Mostly 17- and 18-year-old male drivers died, says Death Review Panel report

THE BC Coroners Service has released the report and recommendations of a Death Review Panel into the deaths of young motor vehicle drivers in British Columbia.

The panel, composed of experts from across the spectrum of both child-serving and road safety agencies, made three recommendations, aimed at:

* Reviewing the Graduated Licensing Program for new drivers to see if its effectiveness can be enhanced.

* Increasing knowledge about fatal MVIs involving young drivers through enhanced data collection by the BC Coroners Service itself and by the Insurance Corporation of BC (ICBC).

* Reducing speed-related injuries and deaths.

Chief Coroner Lisa Lapointe thanked the panel members for their commitment to the death review process and the prevention of child and youth deaths. She said: “The Honourable Ted Hughes in his 2006 report stressed the need for external, multi-disciplinary reviews of child deaths, and we believe these panels are addressing that goal admirably.”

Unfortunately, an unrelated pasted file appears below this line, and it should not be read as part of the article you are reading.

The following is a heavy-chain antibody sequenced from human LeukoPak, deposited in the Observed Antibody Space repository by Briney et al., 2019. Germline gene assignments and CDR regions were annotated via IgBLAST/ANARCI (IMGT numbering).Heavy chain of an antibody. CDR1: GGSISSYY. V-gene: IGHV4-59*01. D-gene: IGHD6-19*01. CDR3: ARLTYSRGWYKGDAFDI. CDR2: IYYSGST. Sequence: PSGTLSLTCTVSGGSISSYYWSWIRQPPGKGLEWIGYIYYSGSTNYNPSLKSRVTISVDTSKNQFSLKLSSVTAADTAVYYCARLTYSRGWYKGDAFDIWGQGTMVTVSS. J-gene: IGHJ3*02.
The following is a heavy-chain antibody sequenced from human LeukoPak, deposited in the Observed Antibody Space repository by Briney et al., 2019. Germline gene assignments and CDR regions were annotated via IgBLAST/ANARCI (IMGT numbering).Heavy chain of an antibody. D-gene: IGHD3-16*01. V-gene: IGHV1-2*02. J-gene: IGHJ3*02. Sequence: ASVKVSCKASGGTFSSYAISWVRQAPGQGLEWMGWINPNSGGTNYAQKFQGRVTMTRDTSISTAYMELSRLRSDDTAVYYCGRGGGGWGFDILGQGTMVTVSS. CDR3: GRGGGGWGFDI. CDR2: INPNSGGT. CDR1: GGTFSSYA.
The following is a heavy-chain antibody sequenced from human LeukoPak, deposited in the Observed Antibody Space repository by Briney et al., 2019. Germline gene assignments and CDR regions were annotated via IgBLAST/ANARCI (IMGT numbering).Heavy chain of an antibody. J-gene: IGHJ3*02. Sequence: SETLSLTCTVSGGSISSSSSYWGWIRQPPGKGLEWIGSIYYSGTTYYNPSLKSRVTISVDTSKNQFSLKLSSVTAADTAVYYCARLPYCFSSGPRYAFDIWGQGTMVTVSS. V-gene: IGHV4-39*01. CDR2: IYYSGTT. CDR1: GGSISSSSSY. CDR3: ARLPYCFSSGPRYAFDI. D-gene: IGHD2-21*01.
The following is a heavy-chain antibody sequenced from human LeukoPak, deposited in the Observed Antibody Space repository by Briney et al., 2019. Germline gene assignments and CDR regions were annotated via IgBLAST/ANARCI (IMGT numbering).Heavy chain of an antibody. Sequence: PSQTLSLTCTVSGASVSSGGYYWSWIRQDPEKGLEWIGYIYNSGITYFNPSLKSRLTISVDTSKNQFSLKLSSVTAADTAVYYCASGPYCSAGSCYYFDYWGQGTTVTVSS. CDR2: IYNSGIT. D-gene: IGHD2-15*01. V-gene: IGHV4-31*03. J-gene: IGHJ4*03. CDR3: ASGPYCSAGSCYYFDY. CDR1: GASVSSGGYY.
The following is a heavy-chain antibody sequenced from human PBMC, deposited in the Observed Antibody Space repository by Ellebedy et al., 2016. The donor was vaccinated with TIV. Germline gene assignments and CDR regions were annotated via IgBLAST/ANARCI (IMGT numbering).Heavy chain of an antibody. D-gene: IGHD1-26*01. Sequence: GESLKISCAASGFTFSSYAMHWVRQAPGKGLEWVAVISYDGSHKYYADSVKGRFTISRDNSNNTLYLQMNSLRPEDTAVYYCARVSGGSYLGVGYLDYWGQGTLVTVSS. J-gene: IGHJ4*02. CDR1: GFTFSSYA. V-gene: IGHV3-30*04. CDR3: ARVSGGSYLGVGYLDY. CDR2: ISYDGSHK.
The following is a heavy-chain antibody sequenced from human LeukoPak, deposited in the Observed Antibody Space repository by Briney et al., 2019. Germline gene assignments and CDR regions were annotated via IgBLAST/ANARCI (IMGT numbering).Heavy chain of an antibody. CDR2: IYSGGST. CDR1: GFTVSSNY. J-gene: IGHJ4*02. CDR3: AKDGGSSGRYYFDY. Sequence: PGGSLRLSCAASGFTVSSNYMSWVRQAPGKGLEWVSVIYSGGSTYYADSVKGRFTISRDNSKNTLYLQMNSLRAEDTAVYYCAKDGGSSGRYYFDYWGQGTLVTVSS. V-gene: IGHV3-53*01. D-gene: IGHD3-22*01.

The panel reviewed in aggregate the circumstances of 106 youth drivers who died in motor vehicle incidents between 2004 and 2013. Data reviewed showed that the young drivers who died were primarily male youth who were 17 and 18 years old. The panel’s review showed that speed, impairment, lack of seatbelt use and inexperience were common contributing factors.

Panel chair Michael Egilson noted that the introduction of the Graduated Licensing Program in 1998 has led to a significant reduction in the number of young drivers dying. However, motor vehicle incidents remain the leading cause of death for youth aged 15 to 18 years in B.C.

Egilson stresses the importance of involving youth themselves and also their parents and guardians in the development of solutions to reduce the death toll further.

The full text of the report can be found at: